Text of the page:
Identification of PAM4 (clivatuzumab)-reactive epitope on MUC5AC: A promising biomarker and therapeutic target for pancreatic cancer
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Donglin Liu1, Chien-Hsing Chang1,2, David V. Gold3, David M. Goldenberg1,2,3
1IBC Pharmaceuticals, Inc., Morris Plains, New Jersey 07950, United States of America
2Immunomedics, Inc., Morris Plains, New Jersey 07950, United States of America
3Garden State Cancer Center, Center for Molecular Medicine and Immunology, Morris Plains, New Jersey 07950, United States of America
Donglin Liu, e-mail: email@example.com
David M. Goldenberg, e-mail: firstname.lastname@example.org
Keywords: MUC5AC, epitope mapping, PAM4, pancreatic cancer, cysteine-rich subdomain
Received: September 01, 2014 Accepted: November 16, 2014 Published: January 19, 2015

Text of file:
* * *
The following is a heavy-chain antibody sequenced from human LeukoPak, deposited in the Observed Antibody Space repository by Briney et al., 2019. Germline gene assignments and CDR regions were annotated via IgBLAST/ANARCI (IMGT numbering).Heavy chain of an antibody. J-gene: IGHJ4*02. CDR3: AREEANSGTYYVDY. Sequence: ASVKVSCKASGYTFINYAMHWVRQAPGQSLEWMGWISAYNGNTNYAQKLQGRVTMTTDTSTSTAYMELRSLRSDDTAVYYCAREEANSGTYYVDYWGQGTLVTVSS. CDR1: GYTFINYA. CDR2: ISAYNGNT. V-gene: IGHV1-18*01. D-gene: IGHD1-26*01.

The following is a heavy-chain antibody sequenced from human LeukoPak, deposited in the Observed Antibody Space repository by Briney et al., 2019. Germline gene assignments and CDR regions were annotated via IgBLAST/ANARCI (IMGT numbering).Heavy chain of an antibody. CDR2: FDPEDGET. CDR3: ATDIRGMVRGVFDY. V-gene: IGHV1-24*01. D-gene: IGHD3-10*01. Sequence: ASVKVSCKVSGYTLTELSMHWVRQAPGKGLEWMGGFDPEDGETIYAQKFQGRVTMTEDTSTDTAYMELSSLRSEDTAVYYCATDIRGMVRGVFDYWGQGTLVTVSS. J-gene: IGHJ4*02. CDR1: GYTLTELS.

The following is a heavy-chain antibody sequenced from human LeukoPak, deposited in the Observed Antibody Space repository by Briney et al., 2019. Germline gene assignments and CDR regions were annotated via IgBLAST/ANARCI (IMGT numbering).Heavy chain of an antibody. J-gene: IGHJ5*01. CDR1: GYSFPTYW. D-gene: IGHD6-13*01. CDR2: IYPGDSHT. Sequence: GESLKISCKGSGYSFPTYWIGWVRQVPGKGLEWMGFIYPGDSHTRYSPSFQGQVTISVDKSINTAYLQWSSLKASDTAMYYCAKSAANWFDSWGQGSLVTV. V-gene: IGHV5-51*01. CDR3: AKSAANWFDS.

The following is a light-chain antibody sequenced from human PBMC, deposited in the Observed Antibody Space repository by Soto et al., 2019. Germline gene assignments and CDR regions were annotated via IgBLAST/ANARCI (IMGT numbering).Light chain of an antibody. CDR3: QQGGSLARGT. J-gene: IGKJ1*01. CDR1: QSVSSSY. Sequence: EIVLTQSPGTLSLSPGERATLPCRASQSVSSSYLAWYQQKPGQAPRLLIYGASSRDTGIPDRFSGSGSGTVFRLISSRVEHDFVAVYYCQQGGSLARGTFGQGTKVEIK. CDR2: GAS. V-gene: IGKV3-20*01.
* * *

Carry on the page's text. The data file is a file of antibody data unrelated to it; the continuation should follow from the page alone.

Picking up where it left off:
PAM4 is a monoclonal antibody showing high specificity for pancreatic ductal adenocarcinoma (PDAC). Humanized PAM4 labeled with 90Y in combination with low-dose gemcitabine has shown promising therapeutic activity, and is being evaluated in a phase III clinical trial. Prior efforts have suggested that PAM4 potentially reacts with MUC5AC, a secretory mucin expressed de novo in early pancreatic neoplasia and retained throughout disease progression. In present study, we provide further evidence validating MUC5AC as the PAM4 antigen, and locate PAM4-reactive epitope within the N-terminal cysteine-rich subdomain 2 (Cys2), thus differentiating PAM4 from most anti-MUC5AC antibodies known to-date. Specifically, we show (i) PAM4-antigen and MUC5AC were co-localized in multiple human cancer cell lines, including Capan-1, BxPC-3, and CFPAC-1; (ii) MUC5AC-specific siRNA prominently reduced the expression of both MUC5AC and PAM4-antigen in CFPAC-1 cells; (iii) PAM4 preferentially binds to the void-volume fractions from Sepharose-CL2B chromatography of Capan-1 culture supernatants, which were revealed by Western blot to display the ladder pattern characteristic of oligomeric MUC5AC; and (iv) the N-terminal Cys2 within several recombinant MUC5AC fragments is essential for binding to PAM4. These findings shed light on the mechanism of PAM4-based diagnosis and treatment for pancreatic cancer, and guide further exploration of its clinical utility.
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